Here's an example which illustrates my question.
1st level Inquisitor with the Heresy Inquisition and the Student of Philosophy Trait. These grant the following:
"Righteous Infiltration (Ex): You use your Wisdom modifier instead of your Charisma modifier when making Bluff and Intimidate checks."
"You can use your Intelligence modifier in place of your Charisma modifier on Diplomacy checks to persuade others and on Bluff checks to convince others that a lie is true."
So, when making Bluff checks, this character has abilities that substitute either/both Int and/or Wis. Obviously, the character wouldn't get both Int and Wis. Does one take precedence? Does the character get to choose? Are the rules silent on this?
As worded, Wisdom substitute your Charisma, whatever you may do as righteous Infiltration clearly indicate. Student of philosophy on the other offers the possibility of using Intelligemce on specific part of the Diplomacy and Bluff skills. Whenever you would use one those skill for the indicated purpose you can then decide if you use your Wisdom or Intelligence at your convenience.
|Joe Homes Editor
Disclaimer: not a dev, don't know what I'm talking about, commenting only as a GM.
I'd say that the character has a choice of using either Wisdom or Intelligence for each separate Bluff check (assuming the Bluff check is to convince others that a lie is true; if not, she uses Wisdom).
Righteous Infiltration seems to replace the base statistic wholesale; you can't actually choose to use your Charisma modifier any longer. From now on, the default is Wisdom.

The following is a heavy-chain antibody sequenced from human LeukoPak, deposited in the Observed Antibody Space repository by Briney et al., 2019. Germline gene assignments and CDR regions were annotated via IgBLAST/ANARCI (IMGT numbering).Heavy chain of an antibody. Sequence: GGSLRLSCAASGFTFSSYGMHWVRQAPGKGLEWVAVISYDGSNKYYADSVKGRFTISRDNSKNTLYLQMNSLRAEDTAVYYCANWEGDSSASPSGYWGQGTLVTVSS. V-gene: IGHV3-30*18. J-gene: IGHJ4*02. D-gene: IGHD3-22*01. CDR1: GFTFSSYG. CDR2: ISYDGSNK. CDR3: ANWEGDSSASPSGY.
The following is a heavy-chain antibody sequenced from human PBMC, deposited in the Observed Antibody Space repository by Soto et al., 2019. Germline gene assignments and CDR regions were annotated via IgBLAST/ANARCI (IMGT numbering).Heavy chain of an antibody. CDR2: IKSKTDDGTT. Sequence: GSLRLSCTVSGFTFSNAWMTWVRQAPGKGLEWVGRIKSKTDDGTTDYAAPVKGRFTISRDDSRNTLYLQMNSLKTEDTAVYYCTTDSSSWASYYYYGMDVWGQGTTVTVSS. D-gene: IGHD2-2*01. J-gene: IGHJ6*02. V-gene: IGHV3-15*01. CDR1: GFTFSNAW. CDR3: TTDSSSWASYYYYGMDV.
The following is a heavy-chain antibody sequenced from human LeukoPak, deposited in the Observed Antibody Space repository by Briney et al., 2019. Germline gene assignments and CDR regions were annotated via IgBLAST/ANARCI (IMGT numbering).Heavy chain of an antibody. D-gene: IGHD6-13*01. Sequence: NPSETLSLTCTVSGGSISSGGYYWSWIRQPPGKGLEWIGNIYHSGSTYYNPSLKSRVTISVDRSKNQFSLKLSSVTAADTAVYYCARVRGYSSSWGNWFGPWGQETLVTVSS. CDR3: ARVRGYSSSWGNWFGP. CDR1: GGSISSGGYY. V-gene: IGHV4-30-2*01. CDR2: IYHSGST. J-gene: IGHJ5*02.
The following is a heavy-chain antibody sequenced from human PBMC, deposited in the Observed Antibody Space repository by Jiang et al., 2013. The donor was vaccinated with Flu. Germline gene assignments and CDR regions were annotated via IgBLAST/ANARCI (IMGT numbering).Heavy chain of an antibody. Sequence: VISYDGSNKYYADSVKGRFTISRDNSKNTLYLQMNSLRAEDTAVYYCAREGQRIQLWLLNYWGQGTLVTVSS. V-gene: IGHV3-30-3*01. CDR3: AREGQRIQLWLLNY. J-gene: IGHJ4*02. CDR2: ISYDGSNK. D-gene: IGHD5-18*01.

In the second ability, the word "can" is important. This implies that each time you attempt one of the described checks, you choose whether to use this power or not, and use Intelligence instead of your default base statistic (which is Wisdom, not Charisma).
I think it's nonsensical to read the second power as replacing ONLY Charisma, or to say that if you wouldn't use Charisma for that check, you can't use this power. Rather, I think the "in place of your Charisma modifier" clause is included in this rule to clarify that you don't add both your Charisma AND Intelligence modifiers when calculating your result (as I'm sure many players would otherwise be tempted to do). That sort of thing happens from time to time, where necessary clarifications cause some confusion elsewhere. ROI is definitely a thing... and is actually the exact reason that my job exists, come to think of it.
Anyway, it's not a terribly powerful combination, but could play out well in a few corner cases. For instance, if the character has a higher Wisdom modifier than Intelligence modifier, she will typically choose not to activate her second ability to use her Intelligence modifier; however, if she takes a great deal of Wisdom drain or suffers some other effect that drastically reduces her Wisdom modifier, she is able to use her un-damaged Intelligence modifier on those (relatively specific) Bluff checks.
Also, if she maxed out her Intelligence score, she would want to use Wisdom for most checks, but Intelligence for the specific instances in which she was allowed to.
So, not a great power, but *might* come in handy. Someday. Maybe.
The main reason for the combination is to get all the necessary social skills (Bluff, Diplomacy, and Intimidate) off of Cha, which can then be tanked while still being an effective "Face" character.
A first level Inquisitor with a max tanked Cha of 7 could still easily have all the social skills at +5 to +7, without any other Feats, Traits, or Race/Class abilities.